Three reasons to buy Fire TV video inventory from Amazon Ads: An interview with Ryan Mayward


By Joel Stamp
Sr. Product Marketing Manager

We launched Streaming TV ads at Amazon Ads earlier this year to connect brands with TV-viewing audiences. Ryan Mayward is the director of ad sales for Amazon Ads and is focused on helping advertisers realize the benefits of Streaming TV, also known as OTT (over-the-top) video. We spoke with Ryan about how brands are using Streaming TV to reach their customers, and how the unique relationship between Amazon Ads and Amazon Publisher Services benefits agencies and advertisers.

Streaming TV and movies over the internet without a need for traditional cable or satellite providers has become mainstream. As viewing behaviours have shifted, how is Amazon Ads helping brands reach their audience?

There are more than 37 MM Fire TV monthly active users worldwide.1 With this, we’ve seen usage of ad-supported Fire TV apps increase more than 300% in the last year.2 Among other things, advertisers are using our ad-supported content to reach younger audiences, whose viewing behaviours have shifted from traditional cable viewing.

What ad-supported content does Amazon Ads offer brands and agencies on Fire TV?

Right now the majority of our streaming TV supply consists of NFL Thursday Night Football on Prime Video, over 50 third-party ad-supported streaming TV apps like Pluto and AMC, and IMDb TV – a free streaming video service available to all users on Fire TV, the Prime Video app and the IMDb website and app across millions of devices.

You mentioned third-party ad-supported streaming TV apps. How does Amazon Ads access that inventory?

We access third-party Streaming TV ad inventory through our unique relationship with Amazon Publisher Services (APS). APS’s direct integrations with Streaming TV apps remove intermediaries and their fees. This means that advertisers can see what they are paying for, with transparency in their media costs.

How is Amazon Ads’ relationship with APS unique?

First, you can win more bids, as your media dollar goes further. The Amazon DSP is not subject to the 15% supply-side fee when using APS. In addition, with the Fire TV inventory optimization policy, ad-enabled apps reserve 30% of their total advertising impressions for Amazon. So with Amazon DSP, you have access to more inventory, and you’re also benefiting from a more efficient supply path with no “tech tax”.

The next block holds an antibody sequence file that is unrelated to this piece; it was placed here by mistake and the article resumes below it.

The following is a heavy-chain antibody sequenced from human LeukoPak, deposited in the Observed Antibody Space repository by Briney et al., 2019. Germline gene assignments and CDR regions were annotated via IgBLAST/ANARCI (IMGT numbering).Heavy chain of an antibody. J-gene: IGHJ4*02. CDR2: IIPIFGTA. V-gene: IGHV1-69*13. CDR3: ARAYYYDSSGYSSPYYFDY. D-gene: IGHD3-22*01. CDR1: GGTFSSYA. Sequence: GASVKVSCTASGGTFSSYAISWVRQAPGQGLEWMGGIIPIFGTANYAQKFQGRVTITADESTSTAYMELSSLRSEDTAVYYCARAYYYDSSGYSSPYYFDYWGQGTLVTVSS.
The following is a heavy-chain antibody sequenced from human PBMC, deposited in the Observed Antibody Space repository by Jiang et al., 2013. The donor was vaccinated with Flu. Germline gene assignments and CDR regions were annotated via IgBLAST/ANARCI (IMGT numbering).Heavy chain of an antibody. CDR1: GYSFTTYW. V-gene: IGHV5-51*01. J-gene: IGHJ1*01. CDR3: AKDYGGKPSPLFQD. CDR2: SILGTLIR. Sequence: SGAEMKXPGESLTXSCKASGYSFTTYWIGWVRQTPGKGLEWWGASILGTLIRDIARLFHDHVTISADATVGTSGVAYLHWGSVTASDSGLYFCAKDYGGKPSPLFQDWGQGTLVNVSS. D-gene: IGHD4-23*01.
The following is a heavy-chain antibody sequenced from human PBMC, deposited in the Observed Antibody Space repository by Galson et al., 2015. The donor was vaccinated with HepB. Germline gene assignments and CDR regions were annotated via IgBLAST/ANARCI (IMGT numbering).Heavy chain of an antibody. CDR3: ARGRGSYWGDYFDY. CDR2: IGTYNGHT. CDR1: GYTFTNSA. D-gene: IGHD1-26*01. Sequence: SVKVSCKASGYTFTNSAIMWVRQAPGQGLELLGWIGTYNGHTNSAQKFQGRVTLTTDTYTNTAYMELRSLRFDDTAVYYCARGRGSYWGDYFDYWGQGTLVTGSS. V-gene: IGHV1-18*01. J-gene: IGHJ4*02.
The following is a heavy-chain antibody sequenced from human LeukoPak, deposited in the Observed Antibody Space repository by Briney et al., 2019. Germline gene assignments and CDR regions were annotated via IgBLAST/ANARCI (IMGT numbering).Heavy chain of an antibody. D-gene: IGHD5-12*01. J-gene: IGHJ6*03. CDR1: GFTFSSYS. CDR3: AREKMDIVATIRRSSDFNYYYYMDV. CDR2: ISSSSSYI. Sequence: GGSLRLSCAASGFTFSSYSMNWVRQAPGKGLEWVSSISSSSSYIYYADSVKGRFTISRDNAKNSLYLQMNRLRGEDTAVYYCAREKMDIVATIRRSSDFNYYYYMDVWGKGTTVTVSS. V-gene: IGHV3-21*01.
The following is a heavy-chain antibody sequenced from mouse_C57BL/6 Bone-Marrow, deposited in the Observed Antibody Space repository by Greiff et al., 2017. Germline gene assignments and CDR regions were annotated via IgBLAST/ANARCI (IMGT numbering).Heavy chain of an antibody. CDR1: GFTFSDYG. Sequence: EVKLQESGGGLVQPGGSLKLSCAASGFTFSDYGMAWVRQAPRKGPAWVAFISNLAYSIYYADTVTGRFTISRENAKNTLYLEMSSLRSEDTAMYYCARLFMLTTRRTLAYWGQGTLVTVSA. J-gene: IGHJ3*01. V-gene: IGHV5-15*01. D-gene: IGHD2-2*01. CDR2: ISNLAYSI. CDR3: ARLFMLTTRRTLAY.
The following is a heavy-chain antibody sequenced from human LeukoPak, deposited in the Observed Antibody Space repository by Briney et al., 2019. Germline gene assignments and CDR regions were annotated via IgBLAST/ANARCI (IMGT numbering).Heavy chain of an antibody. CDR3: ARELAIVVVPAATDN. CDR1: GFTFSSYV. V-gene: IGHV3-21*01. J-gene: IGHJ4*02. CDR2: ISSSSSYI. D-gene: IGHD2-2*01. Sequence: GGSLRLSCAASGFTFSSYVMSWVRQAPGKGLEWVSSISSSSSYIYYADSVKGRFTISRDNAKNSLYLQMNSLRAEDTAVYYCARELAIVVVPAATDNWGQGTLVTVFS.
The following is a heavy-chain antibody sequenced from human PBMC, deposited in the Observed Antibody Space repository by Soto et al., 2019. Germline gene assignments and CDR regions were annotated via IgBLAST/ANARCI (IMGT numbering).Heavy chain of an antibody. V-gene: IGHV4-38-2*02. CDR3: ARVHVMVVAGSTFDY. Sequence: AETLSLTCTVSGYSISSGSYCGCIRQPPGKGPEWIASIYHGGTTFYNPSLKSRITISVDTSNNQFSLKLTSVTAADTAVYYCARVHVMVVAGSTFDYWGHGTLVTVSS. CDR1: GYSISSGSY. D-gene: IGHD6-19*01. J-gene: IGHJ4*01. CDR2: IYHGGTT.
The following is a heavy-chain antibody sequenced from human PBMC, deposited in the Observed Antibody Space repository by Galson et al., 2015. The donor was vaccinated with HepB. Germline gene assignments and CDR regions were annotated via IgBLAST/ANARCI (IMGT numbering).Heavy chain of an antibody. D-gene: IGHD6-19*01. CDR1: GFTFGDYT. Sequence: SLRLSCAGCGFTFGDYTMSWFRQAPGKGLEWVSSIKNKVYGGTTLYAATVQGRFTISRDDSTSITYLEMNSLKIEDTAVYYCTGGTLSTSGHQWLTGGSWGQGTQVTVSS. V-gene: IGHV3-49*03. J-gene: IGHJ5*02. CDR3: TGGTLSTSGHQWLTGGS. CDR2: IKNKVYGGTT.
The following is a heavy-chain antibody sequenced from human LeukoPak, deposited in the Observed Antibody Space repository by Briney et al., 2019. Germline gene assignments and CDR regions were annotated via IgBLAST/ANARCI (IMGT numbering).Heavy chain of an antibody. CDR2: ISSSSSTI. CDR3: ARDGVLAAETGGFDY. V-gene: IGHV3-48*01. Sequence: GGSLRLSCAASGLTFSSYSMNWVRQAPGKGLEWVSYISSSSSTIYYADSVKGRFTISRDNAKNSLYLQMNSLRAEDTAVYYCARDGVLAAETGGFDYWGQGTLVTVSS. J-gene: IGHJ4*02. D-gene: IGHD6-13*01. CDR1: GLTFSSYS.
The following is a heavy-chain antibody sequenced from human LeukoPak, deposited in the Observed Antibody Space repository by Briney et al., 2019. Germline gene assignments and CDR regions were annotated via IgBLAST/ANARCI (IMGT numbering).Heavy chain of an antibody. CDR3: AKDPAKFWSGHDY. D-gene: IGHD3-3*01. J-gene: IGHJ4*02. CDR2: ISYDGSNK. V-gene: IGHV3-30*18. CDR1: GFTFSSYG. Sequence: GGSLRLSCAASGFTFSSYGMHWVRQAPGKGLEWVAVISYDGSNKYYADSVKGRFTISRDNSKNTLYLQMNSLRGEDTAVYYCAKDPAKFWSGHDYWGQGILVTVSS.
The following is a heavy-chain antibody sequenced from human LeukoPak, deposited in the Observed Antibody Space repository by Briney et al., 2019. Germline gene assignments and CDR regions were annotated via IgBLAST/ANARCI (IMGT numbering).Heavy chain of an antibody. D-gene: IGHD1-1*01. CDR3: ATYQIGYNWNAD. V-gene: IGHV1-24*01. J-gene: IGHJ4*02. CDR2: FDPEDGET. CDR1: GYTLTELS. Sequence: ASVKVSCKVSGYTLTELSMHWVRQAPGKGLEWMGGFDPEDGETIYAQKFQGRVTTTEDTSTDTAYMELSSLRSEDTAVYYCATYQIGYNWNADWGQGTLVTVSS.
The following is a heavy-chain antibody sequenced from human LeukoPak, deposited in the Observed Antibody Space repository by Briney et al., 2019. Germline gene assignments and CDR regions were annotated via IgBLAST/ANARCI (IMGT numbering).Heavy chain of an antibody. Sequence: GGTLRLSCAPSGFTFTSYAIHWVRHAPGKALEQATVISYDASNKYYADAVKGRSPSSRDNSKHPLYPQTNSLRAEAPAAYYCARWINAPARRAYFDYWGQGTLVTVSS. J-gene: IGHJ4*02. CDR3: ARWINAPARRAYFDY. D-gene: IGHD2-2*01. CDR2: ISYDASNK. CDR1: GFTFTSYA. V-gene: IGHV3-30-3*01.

Another advantage is that you can increase your unique reach by more than 65% by combining APS with exclusive ad inventory such as IMDb TV.3 These two inventory sources have a small audience overlap, with only 12% of total unique viewers visiting both IMDb TV and any of the publishers available through Amazon Publisher Services. This means that you’re reaching a larger audience, rather than a smaller audience at a higher frequency.

Finally, Amazon insights help make campaigns more relevant, so that advertisers reach audiences likely to engage with their brand. For example, auto insurance companies can reach audiences shopping for car parts. This means that you can reach audiences that are more relevant for your brand than simply demographics on TV, and reaching the right customers ultimately drives results.

Can you share a sneak peek of what advertisers can look forward to?

Advertisers can look forward to more great content and access to more Streaming TV apps and devices. Agencies and brands will be able to reach their audience on a continually larger scale as streaming numbers grow and we add new third-party apps and new inventory sources from third-party streaming TV devices. This fall, more content has been added to IMDb TV such as IMDb’s first-ever scripted series You’re Not a Monster and the award-winning animated series Corner Gas.

Please reach out to your Amazon Ads support team for more information or get in touch with an advertising representative to get started with the Amazon DSP.

1. Amazon internal data, August 2019. “Monthly active user” represents an Amazon customer account who used Fire TV in the given calendar month.
2. Amazon internal data, June 2019.
3. Amazon internal data, October 2019.